If the last few stock market days are interrupting your sleep, Jim Bianco and CNBC’s Rick Santelli are saying, get used to it. The total assets of all central banks hit $16.4 trillion plus (an all-time high) and these banks now, collectively, own 33 percent of all the world’s sovereign bonds (someone/something had to buy ‘em).
Santelli’s question to Bianco was, if the aggregate size of the world’s central banks is at an all-time high, and these bank’s have purchased a third of all government paper, will these banks be able to “normalize in size” (shrink) without “going through a lot more stock market anguish?” Bianco’s response was a flat, “no.”
Reversing trillions of dollars worth of securities purchases will create market turmoil. And now that price inflation has entered the equation, the ride is bound to be bumpy. So, who should 401k investors be worried about and keeping an eye on? Bianco and Santelli agree, that person is ECB head man Mario Draghi. Santelli believes Draghi may be caught without a chair in this game of monetary musical chairs. By the way, it’s not all about the Fed any more. “All central bank stimulus is fungible,” says Bianco, “it doesn’t matter who does it.”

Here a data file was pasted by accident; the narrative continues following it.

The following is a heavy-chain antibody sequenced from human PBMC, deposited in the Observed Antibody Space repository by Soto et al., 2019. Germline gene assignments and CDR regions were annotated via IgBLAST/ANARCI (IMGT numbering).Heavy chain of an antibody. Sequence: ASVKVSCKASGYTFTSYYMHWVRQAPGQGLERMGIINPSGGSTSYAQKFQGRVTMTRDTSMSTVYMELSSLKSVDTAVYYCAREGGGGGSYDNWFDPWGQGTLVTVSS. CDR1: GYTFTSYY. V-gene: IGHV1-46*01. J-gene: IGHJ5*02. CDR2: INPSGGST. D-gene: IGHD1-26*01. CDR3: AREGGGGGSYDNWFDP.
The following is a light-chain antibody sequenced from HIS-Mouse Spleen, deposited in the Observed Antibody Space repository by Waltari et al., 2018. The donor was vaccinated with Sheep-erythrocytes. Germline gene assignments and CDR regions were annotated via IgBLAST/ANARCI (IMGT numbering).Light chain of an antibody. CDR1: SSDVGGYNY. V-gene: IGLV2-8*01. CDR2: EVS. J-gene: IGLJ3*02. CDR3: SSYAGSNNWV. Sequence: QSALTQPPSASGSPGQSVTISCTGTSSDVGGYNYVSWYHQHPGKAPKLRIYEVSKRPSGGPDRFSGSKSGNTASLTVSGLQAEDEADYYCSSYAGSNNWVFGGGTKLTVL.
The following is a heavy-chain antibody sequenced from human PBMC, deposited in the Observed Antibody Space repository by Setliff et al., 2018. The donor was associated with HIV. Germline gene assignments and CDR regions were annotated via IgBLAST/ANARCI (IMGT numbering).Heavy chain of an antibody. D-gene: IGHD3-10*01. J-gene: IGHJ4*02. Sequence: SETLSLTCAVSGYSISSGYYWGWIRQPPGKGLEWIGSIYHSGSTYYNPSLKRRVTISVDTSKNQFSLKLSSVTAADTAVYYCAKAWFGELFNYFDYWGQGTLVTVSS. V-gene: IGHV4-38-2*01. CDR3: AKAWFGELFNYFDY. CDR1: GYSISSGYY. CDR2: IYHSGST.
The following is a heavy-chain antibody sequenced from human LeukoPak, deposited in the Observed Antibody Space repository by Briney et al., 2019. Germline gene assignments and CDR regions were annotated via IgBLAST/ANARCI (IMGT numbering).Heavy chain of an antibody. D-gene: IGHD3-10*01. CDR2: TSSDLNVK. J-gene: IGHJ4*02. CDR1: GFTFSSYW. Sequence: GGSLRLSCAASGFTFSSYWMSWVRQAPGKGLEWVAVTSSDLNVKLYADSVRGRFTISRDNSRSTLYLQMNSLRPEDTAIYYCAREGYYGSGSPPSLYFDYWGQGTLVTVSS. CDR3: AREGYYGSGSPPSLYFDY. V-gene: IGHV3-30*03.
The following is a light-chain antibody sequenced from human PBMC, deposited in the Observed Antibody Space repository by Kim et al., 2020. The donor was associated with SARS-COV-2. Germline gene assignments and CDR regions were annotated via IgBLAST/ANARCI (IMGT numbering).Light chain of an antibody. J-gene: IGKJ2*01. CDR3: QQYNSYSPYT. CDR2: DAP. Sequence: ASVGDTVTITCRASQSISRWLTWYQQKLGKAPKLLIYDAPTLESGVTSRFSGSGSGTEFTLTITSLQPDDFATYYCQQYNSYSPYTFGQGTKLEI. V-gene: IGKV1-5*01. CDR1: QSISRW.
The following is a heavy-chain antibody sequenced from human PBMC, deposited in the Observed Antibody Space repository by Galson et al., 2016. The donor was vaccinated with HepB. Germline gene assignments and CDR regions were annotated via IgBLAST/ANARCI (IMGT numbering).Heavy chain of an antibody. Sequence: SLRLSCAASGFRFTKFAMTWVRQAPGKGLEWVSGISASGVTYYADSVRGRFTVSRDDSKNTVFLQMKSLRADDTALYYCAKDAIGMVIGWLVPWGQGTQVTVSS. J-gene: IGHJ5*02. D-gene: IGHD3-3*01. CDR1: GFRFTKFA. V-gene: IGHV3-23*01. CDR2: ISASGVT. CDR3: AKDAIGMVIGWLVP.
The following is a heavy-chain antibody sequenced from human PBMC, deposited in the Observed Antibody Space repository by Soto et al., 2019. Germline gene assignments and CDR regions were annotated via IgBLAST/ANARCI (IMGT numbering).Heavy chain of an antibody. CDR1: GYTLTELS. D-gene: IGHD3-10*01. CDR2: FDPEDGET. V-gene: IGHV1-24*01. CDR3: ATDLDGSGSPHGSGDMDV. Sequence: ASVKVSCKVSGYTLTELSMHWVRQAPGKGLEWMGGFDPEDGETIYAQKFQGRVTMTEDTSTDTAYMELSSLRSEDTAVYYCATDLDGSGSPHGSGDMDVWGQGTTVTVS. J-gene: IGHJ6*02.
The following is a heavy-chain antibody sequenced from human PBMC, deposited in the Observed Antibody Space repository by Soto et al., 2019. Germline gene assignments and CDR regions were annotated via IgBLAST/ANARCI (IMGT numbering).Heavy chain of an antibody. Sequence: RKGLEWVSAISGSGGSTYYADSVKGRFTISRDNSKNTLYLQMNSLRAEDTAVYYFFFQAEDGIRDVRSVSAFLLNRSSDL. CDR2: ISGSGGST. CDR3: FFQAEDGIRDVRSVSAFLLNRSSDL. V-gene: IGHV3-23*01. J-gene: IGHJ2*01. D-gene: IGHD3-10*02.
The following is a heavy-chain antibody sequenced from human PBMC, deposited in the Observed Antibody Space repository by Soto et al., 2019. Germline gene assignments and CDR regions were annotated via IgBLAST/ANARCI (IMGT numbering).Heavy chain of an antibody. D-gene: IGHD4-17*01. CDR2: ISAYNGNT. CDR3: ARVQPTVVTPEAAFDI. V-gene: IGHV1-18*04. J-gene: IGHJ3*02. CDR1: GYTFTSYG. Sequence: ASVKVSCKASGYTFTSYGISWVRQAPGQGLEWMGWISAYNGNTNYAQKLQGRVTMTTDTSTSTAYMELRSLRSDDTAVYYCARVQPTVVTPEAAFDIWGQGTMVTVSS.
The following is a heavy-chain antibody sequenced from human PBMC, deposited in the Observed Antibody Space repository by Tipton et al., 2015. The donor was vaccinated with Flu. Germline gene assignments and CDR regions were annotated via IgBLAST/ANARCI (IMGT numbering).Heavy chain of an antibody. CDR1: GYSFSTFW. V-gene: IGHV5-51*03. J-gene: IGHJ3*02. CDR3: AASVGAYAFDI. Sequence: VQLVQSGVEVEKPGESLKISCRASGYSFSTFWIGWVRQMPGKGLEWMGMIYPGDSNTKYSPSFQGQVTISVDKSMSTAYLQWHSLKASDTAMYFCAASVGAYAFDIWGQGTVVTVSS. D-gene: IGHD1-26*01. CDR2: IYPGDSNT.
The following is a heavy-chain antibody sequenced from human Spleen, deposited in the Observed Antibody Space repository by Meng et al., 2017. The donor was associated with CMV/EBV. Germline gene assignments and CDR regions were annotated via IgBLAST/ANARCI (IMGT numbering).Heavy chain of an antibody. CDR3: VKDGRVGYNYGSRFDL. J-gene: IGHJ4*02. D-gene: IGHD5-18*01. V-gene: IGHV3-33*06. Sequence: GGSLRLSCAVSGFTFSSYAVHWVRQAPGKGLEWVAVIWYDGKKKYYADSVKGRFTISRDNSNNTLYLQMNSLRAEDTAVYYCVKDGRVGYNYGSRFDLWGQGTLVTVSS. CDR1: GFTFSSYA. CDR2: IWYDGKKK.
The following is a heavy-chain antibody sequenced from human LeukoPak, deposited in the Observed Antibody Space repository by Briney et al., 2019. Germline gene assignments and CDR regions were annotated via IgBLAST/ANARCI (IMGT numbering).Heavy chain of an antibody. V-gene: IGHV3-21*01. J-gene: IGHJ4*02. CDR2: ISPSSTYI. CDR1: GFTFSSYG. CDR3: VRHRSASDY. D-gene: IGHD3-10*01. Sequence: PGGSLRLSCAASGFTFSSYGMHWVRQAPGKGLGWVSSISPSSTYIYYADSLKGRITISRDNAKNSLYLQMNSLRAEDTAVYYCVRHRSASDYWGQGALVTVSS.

The patron saint of central bankers, John Maynard Keynes, wrote in The General Theory,
“For it is, so to speak, a game of Snap, of Old Maid, of Musical Chairs — a pastime in which he is victor who says Snap neither too soon nor too late, who passed the Old Maid to his neighbour before the game is over, who secures a chair for himself when the music stops. These games can be played with zest and enjoyment, though all the players know that it is the Old Maid which is circulating, or that when the music stops some of the players will find themselves unseated.”
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